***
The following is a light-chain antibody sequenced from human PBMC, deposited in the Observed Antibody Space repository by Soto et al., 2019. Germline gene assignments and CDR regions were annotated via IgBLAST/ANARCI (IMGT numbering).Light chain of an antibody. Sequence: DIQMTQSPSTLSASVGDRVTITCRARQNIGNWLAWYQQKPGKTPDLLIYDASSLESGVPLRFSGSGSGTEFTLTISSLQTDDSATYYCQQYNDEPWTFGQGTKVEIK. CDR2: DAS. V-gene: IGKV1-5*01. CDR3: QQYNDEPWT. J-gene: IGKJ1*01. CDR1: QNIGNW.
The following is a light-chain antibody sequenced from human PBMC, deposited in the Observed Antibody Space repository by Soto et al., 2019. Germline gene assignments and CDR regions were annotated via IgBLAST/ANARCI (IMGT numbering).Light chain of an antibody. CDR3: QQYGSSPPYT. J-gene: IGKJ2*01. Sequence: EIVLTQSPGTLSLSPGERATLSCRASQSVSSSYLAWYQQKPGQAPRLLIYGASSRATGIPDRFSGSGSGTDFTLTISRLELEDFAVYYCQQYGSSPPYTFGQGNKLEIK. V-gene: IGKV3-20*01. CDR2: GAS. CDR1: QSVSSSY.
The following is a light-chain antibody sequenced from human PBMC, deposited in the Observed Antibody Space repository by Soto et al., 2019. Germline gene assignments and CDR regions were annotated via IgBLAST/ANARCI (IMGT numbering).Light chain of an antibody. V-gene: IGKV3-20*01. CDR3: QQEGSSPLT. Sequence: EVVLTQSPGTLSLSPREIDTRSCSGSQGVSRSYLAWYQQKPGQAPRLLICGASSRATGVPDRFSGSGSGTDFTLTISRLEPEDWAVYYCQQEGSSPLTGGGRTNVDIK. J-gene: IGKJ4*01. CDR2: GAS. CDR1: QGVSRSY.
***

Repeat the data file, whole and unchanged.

The following is a light-chain antibody sequenced from human PBMC, deposited in the Observed Antibody Space repository by Soto et al., 2019. Germline gene assignments and CDR regions were annotated via IgBLAST/ANARCI (IMGT numbering).Light chain of an antibody. Sequence: DIQMTQSPSTLSASVGDRVTITCRARQNIGNWLAWYQQKPGKTPDLLIYDASSLESGVPLRFSGSGSGTEFTLTISSLQTDDSATYYCQQYNDEPWTFGQGTKVEIK. CDR2: DAS. V-gene: IGKV1-5*01. CDR3: QQYNDEPWT. J-gene: IGKJ1*01. CDR1: QNIGNW.
The following is a light-chain antibody sequenced from human PBMC, deposited in the Observed Antibody Space repository by Soto et al., 2019. Germline gene assignments and CDR regions were annotated via IgBLAST/ANARCI (IMGT numbering).Light chain of an antibody. CDR3: QQYGSSPPYT. J-gene: IGKJ2*01. Sequence: EIVLTQSPGTLSLSPGERATLSCRASQSVSSSYLAWYQQKPGQAPRLLIYGASSRATGIPDRFSGSGSGTDFTLTISRLELEDFAVYYCQQYGSSPPYTFGQGNKLEIK. V-gene: IGKV3-20*01. CDR2: GAS. CDR1: QSVSSSY.
The following is a light-chain antibody sequenced from human PBMC, deposited in the Observed Antibody Space repository by Soto et al., 2019. Germline gene assignments and CDR regions were annotated via IgBLAST/ANARCI (IMGT numbering).Light chain of an antibody. V-gene: IGKV3-20*01. CDR3: QQEGSSPLT. Sequence: EVVLTQSPGTLSLSPREIDTRSCSGSQGVSRSYLAWYQQKPGQAPRLLICGASSRATGVPDRFSGSGSGTDFTLTISRLEPEDWAVYYCQQEGSSPLTGGGRTNVDIK. J-gene: IGKJ4*01. CDR2: GAS. CDR1: QGVSRSY.